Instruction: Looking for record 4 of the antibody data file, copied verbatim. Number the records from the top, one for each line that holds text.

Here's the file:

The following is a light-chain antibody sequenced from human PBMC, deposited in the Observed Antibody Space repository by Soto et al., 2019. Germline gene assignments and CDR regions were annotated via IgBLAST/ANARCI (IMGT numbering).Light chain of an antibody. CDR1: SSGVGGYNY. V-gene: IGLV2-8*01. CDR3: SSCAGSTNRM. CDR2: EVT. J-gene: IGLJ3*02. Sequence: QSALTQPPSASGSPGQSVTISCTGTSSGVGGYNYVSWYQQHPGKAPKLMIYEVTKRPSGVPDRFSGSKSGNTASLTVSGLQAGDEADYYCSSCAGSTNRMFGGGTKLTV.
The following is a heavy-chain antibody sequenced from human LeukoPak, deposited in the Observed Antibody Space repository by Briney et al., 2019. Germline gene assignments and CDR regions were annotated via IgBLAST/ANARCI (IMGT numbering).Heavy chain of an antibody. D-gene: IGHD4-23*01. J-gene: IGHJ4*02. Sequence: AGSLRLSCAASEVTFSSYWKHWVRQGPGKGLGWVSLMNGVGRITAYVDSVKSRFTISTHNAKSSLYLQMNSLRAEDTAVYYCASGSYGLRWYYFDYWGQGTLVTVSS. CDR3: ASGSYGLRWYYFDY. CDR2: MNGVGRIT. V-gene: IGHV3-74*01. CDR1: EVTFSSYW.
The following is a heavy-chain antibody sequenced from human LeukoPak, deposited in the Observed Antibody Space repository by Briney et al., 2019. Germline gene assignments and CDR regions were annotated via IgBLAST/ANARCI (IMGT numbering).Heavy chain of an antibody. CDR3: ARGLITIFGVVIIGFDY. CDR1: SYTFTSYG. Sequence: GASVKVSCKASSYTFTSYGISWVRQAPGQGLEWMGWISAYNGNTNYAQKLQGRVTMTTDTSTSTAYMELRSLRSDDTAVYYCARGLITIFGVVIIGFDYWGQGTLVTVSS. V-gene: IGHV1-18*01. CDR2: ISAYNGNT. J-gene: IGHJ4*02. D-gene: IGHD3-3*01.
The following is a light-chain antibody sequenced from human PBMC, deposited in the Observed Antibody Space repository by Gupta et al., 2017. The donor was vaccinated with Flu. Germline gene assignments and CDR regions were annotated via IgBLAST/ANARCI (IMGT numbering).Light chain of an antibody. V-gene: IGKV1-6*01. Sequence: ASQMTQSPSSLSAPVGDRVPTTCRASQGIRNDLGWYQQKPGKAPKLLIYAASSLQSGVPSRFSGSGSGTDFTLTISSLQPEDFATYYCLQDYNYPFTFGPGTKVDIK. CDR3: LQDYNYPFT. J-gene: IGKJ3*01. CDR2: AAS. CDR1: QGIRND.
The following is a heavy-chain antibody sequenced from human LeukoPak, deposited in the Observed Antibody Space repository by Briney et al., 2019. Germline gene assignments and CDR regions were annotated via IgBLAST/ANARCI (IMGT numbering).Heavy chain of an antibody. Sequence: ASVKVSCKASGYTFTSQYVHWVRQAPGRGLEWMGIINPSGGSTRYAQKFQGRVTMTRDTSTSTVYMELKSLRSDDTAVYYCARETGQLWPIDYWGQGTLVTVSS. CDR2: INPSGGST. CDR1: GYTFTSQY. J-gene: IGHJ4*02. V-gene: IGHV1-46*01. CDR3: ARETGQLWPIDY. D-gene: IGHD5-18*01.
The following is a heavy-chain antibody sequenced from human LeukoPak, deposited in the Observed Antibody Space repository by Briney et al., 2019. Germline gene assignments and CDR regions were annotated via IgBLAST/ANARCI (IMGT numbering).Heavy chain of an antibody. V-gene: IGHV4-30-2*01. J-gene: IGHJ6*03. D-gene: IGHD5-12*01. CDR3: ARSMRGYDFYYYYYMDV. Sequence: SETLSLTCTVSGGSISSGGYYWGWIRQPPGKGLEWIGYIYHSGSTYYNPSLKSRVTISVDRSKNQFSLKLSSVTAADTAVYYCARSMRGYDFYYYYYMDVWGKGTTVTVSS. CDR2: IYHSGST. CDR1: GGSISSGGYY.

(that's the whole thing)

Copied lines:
The following is a light-chain antibody sequenced from human PBMC, deposited in the Observed Antibody Space repository by Gupta et al., 2017. The donor was vaccinated with Flu. Germline gene assignments and CDR regions were annotated via IgBLAST/ANARCI (IMGT numbering).Light chain of an antibody. V-gene: IGKV1-6*01. Sequence: ASQMTQSPSSLSAPVGDRVPTTCRASQGIRNDLGWYQQKPGKAPKLLIYAASSLQSGVPSRFSGSGSGTDFTLTISSLQPEDFATYYCLQDYNYPFTFGPGTKVDIK. CDR3: LQDYNYPFT. J-gene: IGKJ3*01. CDR2: AAS. CDR1: QGIRND.